As to Rubio -- you could see the excitement on his face during his "victory" speech. And an impressive speech too. Using the moment to create more passion in those who are looking at him as the alternative to the two harshly devisive candidates, Rubio hit all the right notes. They often compare him to a young Jack Kennedy, and other than his chronic dry mouth (you could see him desperately needing a sip of water there), his speech was just as inspiring as anything Obama has given off the teleprompter these last years.

You have to wonder how far ahead of Trump he would have finished had not Jeb poured millions into bashing Rubio prior to the vote. Bush, meanwhile, got only 3% for all that negative advertising. Not a good return on his investment.

After his poor showing, Mike Huckabee dropped out. I'm wondering if he'll support Rubio, as I see Marco as the closest to Huck's moderate political views. I cannot see Huck supporting Trump unless he, like Sarah Palin, is willing to toss aside his values to support a vulgar cretin like Trump.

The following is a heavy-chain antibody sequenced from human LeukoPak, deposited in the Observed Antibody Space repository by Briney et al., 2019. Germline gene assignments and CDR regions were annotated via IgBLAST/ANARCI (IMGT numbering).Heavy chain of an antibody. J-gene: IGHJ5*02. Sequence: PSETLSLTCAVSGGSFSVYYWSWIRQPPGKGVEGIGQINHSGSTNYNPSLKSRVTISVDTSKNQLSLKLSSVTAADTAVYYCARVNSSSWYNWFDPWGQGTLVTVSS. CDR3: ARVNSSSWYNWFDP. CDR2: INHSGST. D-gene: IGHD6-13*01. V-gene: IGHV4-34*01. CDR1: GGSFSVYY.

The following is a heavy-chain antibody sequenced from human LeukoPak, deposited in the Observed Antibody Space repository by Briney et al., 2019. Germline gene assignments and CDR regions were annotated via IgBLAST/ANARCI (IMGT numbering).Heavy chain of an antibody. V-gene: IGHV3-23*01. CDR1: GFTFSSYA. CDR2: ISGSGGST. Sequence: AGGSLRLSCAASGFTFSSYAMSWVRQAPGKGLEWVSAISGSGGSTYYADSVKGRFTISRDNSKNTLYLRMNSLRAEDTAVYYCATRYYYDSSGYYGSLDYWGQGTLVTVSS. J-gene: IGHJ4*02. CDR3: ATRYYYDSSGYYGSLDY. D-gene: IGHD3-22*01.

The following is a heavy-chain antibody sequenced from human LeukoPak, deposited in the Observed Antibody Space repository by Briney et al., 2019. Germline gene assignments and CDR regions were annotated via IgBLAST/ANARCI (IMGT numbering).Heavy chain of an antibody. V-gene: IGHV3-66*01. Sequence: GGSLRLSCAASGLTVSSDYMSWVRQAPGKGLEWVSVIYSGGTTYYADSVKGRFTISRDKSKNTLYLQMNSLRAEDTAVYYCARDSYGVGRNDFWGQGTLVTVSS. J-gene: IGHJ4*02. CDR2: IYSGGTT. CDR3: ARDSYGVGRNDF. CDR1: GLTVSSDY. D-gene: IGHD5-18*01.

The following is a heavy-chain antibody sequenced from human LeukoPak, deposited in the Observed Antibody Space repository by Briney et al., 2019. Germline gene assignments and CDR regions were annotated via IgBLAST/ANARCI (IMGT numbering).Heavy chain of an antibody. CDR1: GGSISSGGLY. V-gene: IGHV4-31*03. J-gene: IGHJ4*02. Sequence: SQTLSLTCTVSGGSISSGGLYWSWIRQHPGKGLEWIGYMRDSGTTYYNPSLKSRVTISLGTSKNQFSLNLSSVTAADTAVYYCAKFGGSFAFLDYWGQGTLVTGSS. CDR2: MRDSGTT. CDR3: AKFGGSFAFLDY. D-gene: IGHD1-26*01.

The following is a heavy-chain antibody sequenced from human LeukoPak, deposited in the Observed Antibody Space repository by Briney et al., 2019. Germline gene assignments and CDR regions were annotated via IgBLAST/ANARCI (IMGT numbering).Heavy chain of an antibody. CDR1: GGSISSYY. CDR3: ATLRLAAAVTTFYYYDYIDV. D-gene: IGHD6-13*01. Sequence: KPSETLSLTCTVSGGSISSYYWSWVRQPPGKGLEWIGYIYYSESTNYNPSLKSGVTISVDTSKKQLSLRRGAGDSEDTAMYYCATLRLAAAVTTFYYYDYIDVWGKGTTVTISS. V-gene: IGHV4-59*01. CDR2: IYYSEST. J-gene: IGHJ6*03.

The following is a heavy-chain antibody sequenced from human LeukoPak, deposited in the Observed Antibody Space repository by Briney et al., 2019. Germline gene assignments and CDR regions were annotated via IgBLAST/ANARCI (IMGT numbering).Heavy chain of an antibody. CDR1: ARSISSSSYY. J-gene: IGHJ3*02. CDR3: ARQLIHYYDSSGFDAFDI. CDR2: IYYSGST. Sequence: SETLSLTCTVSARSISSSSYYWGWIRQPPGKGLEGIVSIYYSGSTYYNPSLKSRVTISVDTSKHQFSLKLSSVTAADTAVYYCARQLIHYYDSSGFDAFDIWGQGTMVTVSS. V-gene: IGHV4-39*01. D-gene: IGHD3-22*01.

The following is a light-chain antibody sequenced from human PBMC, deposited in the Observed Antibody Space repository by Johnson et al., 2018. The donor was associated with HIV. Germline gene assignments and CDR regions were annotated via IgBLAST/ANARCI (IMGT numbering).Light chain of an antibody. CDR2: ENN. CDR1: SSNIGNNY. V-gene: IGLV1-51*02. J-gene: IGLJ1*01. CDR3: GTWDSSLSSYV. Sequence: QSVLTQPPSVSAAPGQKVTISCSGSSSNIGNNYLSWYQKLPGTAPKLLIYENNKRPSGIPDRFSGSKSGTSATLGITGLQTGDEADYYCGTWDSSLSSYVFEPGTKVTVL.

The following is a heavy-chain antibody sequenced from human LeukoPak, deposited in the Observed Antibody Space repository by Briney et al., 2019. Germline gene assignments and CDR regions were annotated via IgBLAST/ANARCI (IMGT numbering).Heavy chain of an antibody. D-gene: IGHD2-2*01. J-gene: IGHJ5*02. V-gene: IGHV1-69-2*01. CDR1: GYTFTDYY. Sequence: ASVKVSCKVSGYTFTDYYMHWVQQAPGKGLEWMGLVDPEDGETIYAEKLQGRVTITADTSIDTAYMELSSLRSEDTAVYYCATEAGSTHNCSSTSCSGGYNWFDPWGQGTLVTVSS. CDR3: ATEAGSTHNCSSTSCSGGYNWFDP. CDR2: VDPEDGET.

I'm assuming Santorum and Gilmore will drop out too. Iowa was Santorum's only shot at getting a leg up, and he didn't make a dent in the voting. Most people don't even know Gilmore's running, so he needs to step aside. Christie is banking on a big showing in New Hampshire to get his game back. But with Rubio picking up the endorsements of Tim Scott and Trey Goudy (and perhaps Nikki Haley) in South Carolina, I can't see Christie staying with Cruz, Trump and Marco after NH.

Wild cards here are Rand Paul and Ben Carson. I don't think Carson is going anywhere outside of Iowa. His campaign is whining about supposed improprieties from Cruz's caucus goers -- it is alleged that Cruz caucus voters were telling Carson's people that Carson had dropped out, so they should switch to Cruz. Pretty unseemly on the face of it, but if it's true, and Carson's voters fell for it . . . it's like the hidden ball trick, you fell for it bro - quit bitchin.

But I'm not sure why Carson would hang in there. He really doesn't stand a chance of winning the nomination or a general election. No one is going to vote for a rank amateur to run this country. And Carson would get destroyed in debates with Hillary or Bernie. It would be ugly to watch. So I'm not sure why he's going to hang around. Especially after the drubbing he's most likely to get in NH and SC.